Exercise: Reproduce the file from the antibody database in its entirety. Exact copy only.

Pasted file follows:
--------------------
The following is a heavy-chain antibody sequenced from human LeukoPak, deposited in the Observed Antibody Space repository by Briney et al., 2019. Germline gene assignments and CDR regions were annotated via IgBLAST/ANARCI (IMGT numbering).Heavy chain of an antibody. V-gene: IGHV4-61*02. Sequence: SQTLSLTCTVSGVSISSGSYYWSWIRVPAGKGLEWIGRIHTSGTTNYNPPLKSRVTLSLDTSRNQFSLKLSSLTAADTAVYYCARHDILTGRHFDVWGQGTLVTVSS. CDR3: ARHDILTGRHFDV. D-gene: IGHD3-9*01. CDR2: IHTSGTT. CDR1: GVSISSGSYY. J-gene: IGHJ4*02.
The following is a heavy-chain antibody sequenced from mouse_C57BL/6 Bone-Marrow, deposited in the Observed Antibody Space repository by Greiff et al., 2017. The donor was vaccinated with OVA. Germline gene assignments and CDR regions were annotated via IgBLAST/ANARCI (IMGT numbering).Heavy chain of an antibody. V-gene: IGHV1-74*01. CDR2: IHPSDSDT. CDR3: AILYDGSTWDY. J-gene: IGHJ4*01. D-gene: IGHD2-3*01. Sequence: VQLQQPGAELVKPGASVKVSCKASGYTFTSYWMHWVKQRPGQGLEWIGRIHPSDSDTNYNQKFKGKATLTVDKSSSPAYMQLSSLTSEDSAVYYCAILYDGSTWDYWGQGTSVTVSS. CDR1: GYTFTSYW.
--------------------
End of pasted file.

The following is a heavy-chain antibody sequenced from human LeukoPak, deposited in the Observed Antibody Space repository by Briney et al., 2019. Germline gene assignments and CDR regions were annotated via IgBLAST/ANARCI (IMGT numbering).Heavy chain of an antibody. V-gene: IGHV4-61*02. Sequence: SQTLSLTCTVSGVSISSGSYYWSWIRVPAGKGLEWIGRIHTSGTTNYNPPLKSRVTLSLDTSRNQFSLKLSSLTAADTAVYYCARHDILTGRHFDVWGQGTLVTVSS. CDR3: ARHDILTGRHFDV. D-gene: IGHD3-9*01. CDR2: IHTSGTT. CDR1: GVSISSGSYY. J-gene: IGHJ4*02.
The following is a heavy-chain antibody sequenced from mouse_C57BL/6 Bone-Marrow, deposited in the Observed Antibody Space repository by Greiff et al., 2017. The donor was vaccinated with OVA. Germline gene assignments and CDR regions were annotated via IgBLAST/ANARCI (IMGT numbering).Heavy chain of an antibody. V-gene: IGHV1-74*01. CDR2: IHPSDSDT. CDR3: AILYDGSTWDY. J-gene: IGHJ4*01. D-gene: IGHD2-3*01. Sequence: VQLQQPGAELVKPGASVKVSCKASGYTFTSYWMHWVKQRPGQGLEWIGRIHPSDSDTNYNQKFKGKATLTVDKSSSPAYMQLSSLTSEDSAVYYCAILYDGSTWDYWGQGTSVTVSS. CDR1: GYTFTSYW.